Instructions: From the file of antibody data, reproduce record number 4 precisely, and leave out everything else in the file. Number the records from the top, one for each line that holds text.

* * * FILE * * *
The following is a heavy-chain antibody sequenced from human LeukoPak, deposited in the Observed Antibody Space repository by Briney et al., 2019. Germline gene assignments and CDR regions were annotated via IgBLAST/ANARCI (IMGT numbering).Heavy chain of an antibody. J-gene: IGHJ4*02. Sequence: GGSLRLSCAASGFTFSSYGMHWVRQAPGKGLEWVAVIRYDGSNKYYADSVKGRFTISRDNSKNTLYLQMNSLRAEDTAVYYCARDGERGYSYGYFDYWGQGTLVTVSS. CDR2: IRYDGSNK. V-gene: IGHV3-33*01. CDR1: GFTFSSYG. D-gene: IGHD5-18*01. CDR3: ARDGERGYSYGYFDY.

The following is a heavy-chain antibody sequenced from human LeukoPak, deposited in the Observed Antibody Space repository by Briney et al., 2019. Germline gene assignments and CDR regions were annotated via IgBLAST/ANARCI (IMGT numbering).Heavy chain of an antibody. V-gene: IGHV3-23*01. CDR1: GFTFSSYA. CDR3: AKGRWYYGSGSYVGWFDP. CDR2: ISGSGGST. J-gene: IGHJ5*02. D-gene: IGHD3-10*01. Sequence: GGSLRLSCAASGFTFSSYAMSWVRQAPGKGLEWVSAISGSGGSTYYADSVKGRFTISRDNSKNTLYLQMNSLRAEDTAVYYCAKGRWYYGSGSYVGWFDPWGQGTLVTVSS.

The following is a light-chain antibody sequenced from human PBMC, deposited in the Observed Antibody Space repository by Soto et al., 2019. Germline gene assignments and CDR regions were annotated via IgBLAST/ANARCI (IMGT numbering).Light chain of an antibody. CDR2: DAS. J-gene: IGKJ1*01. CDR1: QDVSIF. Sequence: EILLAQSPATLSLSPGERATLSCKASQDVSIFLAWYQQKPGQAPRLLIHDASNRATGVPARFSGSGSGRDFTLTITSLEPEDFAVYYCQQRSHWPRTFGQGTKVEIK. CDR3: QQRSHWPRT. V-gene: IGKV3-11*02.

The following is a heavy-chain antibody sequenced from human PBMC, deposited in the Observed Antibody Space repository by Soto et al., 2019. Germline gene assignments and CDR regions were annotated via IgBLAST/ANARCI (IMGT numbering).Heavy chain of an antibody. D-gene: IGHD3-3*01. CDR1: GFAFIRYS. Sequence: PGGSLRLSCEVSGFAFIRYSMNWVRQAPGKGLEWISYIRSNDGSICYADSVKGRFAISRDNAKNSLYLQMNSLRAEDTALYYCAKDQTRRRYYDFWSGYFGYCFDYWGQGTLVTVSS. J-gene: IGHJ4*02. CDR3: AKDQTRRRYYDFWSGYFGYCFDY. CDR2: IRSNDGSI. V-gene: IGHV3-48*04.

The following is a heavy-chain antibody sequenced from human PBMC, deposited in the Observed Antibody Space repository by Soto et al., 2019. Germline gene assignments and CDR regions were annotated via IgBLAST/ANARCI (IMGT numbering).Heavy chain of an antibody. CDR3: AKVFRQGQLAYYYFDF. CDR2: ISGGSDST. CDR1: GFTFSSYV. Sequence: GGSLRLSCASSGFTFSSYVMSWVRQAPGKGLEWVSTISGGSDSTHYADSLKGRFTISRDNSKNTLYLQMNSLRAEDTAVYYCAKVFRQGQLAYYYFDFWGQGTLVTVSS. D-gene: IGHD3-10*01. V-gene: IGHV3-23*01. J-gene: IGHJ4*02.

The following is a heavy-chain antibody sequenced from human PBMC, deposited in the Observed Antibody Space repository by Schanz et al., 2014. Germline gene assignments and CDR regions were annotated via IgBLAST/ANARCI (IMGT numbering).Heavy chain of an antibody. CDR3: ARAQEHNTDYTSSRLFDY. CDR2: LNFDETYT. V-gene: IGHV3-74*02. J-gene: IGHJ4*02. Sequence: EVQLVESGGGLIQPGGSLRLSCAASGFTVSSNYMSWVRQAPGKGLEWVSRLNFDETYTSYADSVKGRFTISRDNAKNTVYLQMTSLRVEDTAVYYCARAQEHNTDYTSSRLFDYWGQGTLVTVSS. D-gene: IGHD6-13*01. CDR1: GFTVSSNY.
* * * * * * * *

The following is a heavy-chain antibody sequenced from human PBMC, deposited in the Observed Antibody Space repository by Soto et al., 2019. Germline gene assignments and CDR regions were annotated via IgBLAST/ANARCI (IMGT numbering).Heavy chain of an antibody. D-gene: IGHD3-3*01. CDR1: GFAFIRYS. Sequence: PGGSLRLSCEVSGFAFIRYSMNWVRQAPGKGLEWISYIRSNDGSICYADSVKGRFAISRDNAKNSLYLQMNSLRAEDTALYYCAKDQTRRRYYDFWSGYFGYCFDYWGQGTLVTVSS. J-gene: IGHJ4*02. CDR3: AKDQTRRRYYDFWSGYFGYCFDY. CDR2: IRSNDGSI. V-gene: IGHV3-48*04.